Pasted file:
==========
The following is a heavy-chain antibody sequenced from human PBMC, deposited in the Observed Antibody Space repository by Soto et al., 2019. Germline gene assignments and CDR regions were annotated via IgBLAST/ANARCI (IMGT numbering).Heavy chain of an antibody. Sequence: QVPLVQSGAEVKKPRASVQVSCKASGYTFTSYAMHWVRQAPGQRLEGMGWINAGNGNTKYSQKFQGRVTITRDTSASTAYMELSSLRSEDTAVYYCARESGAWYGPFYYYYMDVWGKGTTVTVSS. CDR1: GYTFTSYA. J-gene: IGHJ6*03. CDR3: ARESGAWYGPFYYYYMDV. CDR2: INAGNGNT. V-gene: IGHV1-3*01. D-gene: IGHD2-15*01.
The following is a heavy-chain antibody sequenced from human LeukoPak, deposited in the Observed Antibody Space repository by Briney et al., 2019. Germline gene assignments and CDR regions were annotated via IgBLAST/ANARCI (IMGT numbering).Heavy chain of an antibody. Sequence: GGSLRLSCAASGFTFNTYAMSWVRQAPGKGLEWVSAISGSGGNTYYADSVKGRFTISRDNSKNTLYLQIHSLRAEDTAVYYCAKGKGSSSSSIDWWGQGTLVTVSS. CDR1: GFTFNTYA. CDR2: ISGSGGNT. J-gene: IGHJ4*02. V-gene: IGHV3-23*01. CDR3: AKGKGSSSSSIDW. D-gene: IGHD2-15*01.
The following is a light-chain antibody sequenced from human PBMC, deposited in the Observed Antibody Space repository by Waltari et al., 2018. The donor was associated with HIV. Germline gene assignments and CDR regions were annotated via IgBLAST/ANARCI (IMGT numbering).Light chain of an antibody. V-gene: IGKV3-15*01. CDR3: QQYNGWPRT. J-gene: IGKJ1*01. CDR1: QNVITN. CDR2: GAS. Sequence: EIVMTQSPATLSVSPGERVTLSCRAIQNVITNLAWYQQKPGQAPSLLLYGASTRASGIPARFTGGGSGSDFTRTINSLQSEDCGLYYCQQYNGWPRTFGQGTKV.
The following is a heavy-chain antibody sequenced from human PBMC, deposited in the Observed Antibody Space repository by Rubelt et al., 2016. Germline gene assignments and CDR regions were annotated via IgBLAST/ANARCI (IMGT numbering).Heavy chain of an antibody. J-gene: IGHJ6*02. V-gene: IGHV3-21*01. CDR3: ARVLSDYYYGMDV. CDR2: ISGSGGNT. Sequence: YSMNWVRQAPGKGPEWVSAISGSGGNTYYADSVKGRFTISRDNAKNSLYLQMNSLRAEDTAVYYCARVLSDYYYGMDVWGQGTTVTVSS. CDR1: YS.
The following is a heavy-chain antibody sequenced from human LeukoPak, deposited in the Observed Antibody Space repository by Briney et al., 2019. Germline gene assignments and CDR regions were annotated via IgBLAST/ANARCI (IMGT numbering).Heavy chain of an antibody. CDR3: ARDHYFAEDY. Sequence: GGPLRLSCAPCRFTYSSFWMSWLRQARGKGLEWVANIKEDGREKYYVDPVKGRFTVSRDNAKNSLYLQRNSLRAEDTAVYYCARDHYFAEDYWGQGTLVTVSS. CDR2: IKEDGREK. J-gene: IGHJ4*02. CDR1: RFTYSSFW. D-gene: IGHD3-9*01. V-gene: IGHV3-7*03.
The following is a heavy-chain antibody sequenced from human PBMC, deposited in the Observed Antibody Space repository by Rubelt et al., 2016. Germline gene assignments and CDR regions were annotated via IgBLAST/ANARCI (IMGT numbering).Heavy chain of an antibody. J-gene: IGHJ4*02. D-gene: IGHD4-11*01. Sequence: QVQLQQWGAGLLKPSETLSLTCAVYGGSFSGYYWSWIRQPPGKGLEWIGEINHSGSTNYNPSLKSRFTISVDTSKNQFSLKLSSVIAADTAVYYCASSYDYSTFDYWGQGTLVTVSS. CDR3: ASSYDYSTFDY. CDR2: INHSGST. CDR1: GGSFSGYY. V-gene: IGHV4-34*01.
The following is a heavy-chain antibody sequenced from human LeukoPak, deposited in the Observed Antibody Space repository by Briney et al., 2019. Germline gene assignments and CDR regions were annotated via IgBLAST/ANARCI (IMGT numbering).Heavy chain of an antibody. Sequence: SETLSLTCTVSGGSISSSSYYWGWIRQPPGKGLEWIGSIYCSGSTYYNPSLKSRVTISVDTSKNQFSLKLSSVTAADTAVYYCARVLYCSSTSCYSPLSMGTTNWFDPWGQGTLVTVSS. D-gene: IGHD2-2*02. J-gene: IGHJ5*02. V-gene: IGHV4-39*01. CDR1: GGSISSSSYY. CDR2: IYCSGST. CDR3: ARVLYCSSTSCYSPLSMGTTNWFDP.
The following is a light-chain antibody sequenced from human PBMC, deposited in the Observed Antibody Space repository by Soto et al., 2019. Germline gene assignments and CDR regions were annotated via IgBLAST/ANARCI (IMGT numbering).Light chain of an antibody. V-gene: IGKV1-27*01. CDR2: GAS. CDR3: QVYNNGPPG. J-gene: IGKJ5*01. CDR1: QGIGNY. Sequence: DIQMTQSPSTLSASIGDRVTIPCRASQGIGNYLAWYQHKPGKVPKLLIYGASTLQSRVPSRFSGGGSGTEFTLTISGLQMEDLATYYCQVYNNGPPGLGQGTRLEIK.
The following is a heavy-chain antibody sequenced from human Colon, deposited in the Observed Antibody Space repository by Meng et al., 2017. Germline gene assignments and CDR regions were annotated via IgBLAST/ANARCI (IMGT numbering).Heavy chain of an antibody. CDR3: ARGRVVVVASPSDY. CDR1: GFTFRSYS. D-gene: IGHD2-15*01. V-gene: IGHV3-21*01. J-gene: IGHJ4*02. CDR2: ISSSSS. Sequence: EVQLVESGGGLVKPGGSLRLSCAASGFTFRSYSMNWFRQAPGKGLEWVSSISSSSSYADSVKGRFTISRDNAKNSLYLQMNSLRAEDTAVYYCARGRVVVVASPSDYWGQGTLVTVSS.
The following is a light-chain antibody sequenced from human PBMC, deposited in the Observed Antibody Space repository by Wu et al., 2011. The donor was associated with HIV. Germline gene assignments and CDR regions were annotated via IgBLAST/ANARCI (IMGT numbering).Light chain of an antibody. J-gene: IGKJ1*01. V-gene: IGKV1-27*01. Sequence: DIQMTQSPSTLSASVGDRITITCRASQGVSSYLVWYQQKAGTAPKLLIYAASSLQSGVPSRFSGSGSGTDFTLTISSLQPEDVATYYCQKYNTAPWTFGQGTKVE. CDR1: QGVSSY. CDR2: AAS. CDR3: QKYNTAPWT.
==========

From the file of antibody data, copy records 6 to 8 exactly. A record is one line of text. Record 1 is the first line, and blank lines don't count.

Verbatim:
The following is a heavy-chain antibody sequenced from human PBMC, deposited in the Observed Antibody Space repository by Rubelt et al., 2016. Germline gene assignments and CDR regions were annotated via IgBLAST/ANARCI (IMGT numbering).Heavy chain of an antibody. J-gene: IGHJ4*02. D-gene: IGHD4-11*01. Sequence: QVQLQQWGAGLLKPSETLSLTCAVYGGSFSGYYWSWIRQPPGKGLEWIGEINHSGSTNYNPSLKSRFTISVDTSKNQFSLKLSSVIAADTAVYYCASSYDYSTFDYWGQGTLVTVSS. CDR3: ASSYDYSTFDY. CDR2: INHSGST. CDR1: GGSFSGYY. V-gene: IGHV4-34*01.
The following is a heavy-chain antibody sequenced from human LeukoPak, deposited in the Observed Antibody Space repository by Briney et al., 2019. Germline gene assignments and CDR regions were annotated via IgBLAST/ANARCI (IMGT numbering).Heavy chain of an antibody. Sequence: SETLSLTCTVSGGSISSSSYYWGWIRQPPGKGLEWIGSIYCSGSTYYNPSLKSRVTISVDTSKNQFSLKLSSVTAADTAVYYCARVLYCSSTSCYSPLSMGTTNWFDPWGQGTLVTVSS. D-gene: IGHD2-2*02. J-gene: IGHJ5*02. V-gene: IGHV4-39*01. CDR1: GGSISSSSYY. CDR2: IYCSGST. CDR3: ARVLYCSSTSCYSPLSMGTTNWFDP.
The following is a light-chain antibody sequenced from human PBMC, deposited in the Observed Antibody Space repository by Soto et al., 2019. Germline gene assignments and CDR regions were annotated via IgBLAST/ANARCI (IMGT numbering).Light chain of an antibody. V-gene: IGKV1-27*01. CDR2: GAS. CDR3: QVYNNGPPG. J-gene: IGKJ5*01. CDR1: QGIGNY. Sequence: DIQMTQSPSTLSASIGDRVTIPCRASQGIGNYLAWYQHKPGKVPKLLIYGASTLQSRVPSRFSGGGSGTEFTLTISGLQMEDLATYYCQVYNNGPPGLGQGTRLEIK.